I am thankful. Thankful for my husband’s family that has claimed me as one of their own. Thankful for the heritage of this place that we can pass down to our children. Thankful that God provided a way for us to get here. Thankful for rest. 

This is me and my husband, after our wedding, about to get in the car and drive cross-country to Maine for the first time. I had no idea that this was going to become a major theme in our lives. But, I’m really glad that’s the way it’s turned out. 

Fat Fridays: Memories

I’m going to tell you a story about my high school PE teacher (physical education). When I was fifteen years old, my family moved from the island country of Haiti to the tiny bush town of Bethel, Alaska, up in the freezing artic. I enrolled in the local high school as a junior. My previous two years of high school had been done through correspondence courses and a couple classes taught through a little mission school in the North of Haiti. I had not done well with correspondence courses and was significantly behind when I got to Bethel. Because of this, I had to enroll in a lot of freshman classes. Classes like Freshman World Geography, an Environmental science class, and PE. I had not taken any PE classes in years and for some reason, the counselor who made my schedule decided to just get it all over with. So, my first semester at a real high school I was enrolled in PE/health and in Teamsports. Because of the way they did the schedule, this meant that on Mondays I had two PE classes in one day, and the rest of the week I had PE every day one week, and then next week I would have PE alternating with health every day. This meant I was in the gym every day, under the mercy of Mr. Power. Yes. That was his name.

Mr. Power was one of those legendary teachers that everyone was a little afraid of and everyone behaved for. I don’t know if he was ex-military, but he LOOKED like he was ex-military and he ACTED like he was ex-military. Every PE class we did calisthenics, all of us in our assigned spots on the gym floor. Then we did running. Then we would learn, in great detail, how to play a certain sport, and then we would play. Very competitively. He graded on a winners/losers scale. When we did running tests, first place would get an A, second place got an A-, third place B+, etc. I ranked somewhere in the C- range. It was not easy to get a good grade in this class. It also didn’t help that half the girls basketball team happened to be in my Teamsports class, all of them very accomplished athletes. I was the one who was always picked last for teams, and occasionally, Mr Power would pull me aside and send me into the hallway with the top girl athlete from the class so she could give me extra practice on how to swing a bat or catch a ball. (I was not athletic, I was coordinately-challenged, and stuck out in the classes like a sore thumb). The only good thing about Mr. Power’s level of discipline in the class was that at least no one out-right mocked me or made fun of my extreme lack of skills. He didn’t tolerate that kind of behavior.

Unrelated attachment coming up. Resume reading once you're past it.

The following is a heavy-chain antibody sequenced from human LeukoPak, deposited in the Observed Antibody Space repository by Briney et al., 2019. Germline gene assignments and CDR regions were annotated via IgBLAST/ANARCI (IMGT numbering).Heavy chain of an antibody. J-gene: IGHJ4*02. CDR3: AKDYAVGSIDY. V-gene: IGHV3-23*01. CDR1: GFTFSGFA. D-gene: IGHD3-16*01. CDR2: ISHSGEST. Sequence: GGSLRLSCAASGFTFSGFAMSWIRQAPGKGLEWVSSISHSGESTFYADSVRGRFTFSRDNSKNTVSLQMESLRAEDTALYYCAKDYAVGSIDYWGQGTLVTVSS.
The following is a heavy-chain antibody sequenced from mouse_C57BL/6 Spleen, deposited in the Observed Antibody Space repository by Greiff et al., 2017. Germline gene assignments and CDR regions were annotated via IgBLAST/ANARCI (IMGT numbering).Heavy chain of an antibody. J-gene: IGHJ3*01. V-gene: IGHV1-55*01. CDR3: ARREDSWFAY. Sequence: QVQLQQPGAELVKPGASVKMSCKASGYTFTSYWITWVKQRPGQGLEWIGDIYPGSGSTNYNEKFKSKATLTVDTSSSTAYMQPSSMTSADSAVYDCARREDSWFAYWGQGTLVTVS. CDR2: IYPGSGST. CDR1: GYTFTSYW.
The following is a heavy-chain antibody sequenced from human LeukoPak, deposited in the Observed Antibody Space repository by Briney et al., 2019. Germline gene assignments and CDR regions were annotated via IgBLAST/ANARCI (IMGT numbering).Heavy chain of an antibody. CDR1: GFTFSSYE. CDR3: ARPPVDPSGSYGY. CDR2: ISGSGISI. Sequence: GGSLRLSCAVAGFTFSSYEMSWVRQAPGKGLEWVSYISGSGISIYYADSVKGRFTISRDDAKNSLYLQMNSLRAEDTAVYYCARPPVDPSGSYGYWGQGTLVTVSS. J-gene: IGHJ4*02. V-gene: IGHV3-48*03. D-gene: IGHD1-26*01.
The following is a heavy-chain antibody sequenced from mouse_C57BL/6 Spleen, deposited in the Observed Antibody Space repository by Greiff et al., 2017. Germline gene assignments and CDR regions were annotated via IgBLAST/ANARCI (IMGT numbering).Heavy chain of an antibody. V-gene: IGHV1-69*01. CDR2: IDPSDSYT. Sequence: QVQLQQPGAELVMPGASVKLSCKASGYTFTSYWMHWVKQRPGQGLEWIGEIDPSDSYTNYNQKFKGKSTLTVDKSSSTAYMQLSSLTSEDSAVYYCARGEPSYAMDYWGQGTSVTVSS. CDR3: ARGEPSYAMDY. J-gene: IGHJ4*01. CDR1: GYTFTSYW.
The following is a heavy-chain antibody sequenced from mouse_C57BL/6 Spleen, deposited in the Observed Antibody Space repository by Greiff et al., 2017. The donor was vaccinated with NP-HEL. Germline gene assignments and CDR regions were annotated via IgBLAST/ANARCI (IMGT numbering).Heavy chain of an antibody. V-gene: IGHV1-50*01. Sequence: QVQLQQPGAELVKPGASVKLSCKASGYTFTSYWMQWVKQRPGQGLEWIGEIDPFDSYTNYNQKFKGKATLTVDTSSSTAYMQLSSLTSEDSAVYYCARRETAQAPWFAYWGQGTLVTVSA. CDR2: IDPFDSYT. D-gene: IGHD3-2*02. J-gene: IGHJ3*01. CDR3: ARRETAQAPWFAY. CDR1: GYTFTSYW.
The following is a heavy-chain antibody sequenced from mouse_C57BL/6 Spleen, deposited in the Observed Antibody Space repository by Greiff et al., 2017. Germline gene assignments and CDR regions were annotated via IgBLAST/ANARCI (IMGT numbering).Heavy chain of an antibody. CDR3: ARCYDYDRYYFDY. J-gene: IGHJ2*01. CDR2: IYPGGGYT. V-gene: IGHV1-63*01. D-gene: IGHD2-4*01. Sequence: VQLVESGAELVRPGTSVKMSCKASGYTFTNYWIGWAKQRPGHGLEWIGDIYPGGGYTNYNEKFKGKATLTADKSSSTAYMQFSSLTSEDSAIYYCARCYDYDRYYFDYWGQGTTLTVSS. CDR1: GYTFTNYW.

Teamsports was a one-semester class and I ended up with a C in the class. Yikes. I was an A student. This was not good. I still had one more semester of PE/Health to get through, and my PE grade in that class was also a C. Finally, I found out about Mr. Power’s extra-credit program. If you stayed after school every day for two weeks and ran two miles every day, he would raise your grade an entire letter. But you had to run the full two miles. No walking. If he caught you walking then you had to start all over again at day one. (Ask me how I know this.) 

Frankly, it sounded too hard. Not feasible. But, I had a friend who was running to get her grade up and somehow I got roped in to running with her. (Thank you Terry Murphy!)